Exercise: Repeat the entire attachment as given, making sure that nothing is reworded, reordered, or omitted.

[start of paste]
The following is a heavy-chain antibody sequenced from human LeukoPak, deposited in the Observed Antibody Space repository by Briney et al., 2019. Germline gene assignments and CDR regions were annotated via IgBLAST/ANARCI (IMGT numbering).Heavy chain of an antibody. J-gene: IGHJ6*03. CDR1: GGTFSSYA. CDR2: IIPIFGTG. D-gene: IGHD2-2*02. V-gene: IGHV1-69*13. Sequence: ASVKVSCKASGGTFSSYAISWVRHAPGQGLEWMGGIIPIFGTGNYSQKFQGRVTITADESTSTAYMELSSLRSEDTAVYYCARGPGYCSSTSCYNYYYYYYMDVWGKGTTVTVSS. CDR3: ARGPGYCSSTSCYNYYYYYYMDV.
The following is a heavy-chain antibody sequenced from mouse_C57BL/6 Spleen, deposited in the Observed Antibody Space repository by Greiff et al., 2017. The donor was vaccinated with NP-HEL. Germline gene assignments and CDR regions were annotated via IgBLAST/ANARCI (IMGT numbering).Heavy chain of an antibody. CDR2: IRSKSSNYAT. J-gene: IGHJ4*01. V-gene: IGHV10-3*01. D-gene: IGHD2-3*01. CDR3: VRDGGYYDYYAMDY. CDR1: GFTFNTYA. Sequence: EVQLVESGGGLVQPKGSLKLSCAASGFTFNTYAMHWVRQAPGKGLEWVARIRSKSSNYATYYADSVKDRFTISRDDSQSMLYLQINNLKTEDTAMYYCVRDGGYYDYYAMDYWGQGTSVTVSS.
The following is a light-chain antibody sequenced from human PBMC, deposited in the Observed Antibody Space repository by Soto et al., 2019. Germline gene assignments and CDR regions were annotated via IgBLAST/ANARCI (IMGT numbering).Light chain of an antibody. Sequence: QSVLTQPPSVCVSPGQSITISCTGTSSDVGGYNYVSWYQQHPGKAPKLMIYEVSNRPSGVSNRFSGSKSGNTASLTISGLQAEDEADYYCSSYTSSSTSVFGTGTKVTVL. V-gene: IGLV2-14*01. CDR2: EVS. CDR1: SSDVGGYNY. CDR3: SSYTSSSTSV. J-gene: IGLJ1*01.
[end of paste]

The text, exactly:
The following is a heavy-chain antibody sequenced from human LeukoPak, deposited in the Observed Antibody Space repository by Briney et al., 2019. Germline gene assignments and CDR regions were annotated via IgBLAST/ANARCI (IMGT numbering).Heavy chain of an antibody. J-gene: IGHJ6*03. CDR1: GGTFSSYA. CDR2: IIPIFGTG. D-gene: IGHD2-2*02. V-gene: IGHV1-69*13. Sequence: ASVKVSCKASGGTFSSYAISWVRHAPGQGLEWMGGIIPIFGTGNYSQKFQGRVTITADESTSTAYMELSSLRSEDTAVYYCARGPGYCSSTSCYNYYYYYYMDVWGKGTTVTVSS. CDR3: ARGPGYCSSTSCYNYYYYYYMDV.
The following is a heavy-chain antibody sequenced from mouse_C57BL/6 Spleen, deposited in the Observed Antibody Space repository by Greiff et al., 2017. The donor was vaccinated with NP-HEL. Germline gene assignments and CDR regions were annotated via IgBLAST/ANARCI (IMGT numbering).Heavy chain of an antibody. CDR2: IRSKSSNYAT. J-gene: IGHJ4*01. V-gene: IGHV10-3*01. D-gene: IGHD2-3*01. CDR3: VRDGGYYDYYAMDY. CDR1: GFTFNTYA. Sequence: EVQLVESGGGLVQPKGSLKLSCAASGFTFNTYAMHWVRQAPGKGLEWVARIRSKSSNYATYYADSVKDRFTISRDDSQSMLYLQINNLKTEDTAMYYCVRDGGYYDYYAMDYWGQGTSVTVSS.
The following is a light-chain antibody sequenced from human PBMC, deposited in the Observed Antibody Space repository by Soto et al., 2019. Germline gene assignments and CDR regions were annotated via IgBLAST/ANARCI (IMGT numbering).Light chain of an antibody. Sequence: QSVLTQPPSVCVSPGQSITISCTGTSSDVGGYNYVSWYQQHPGKAPKLMIYEVSNRPSGVSNRFSGSKSGNTASLTISGLQAEDEADYYCSSYTSSSTSVFGTGTKVTVL. V-gene: IGLV2-14*01. CDR2: EVS. CDR1: SSDVGGYNY. CDR3: SSYTSSSTSV. J-gene: IGLJ1*01.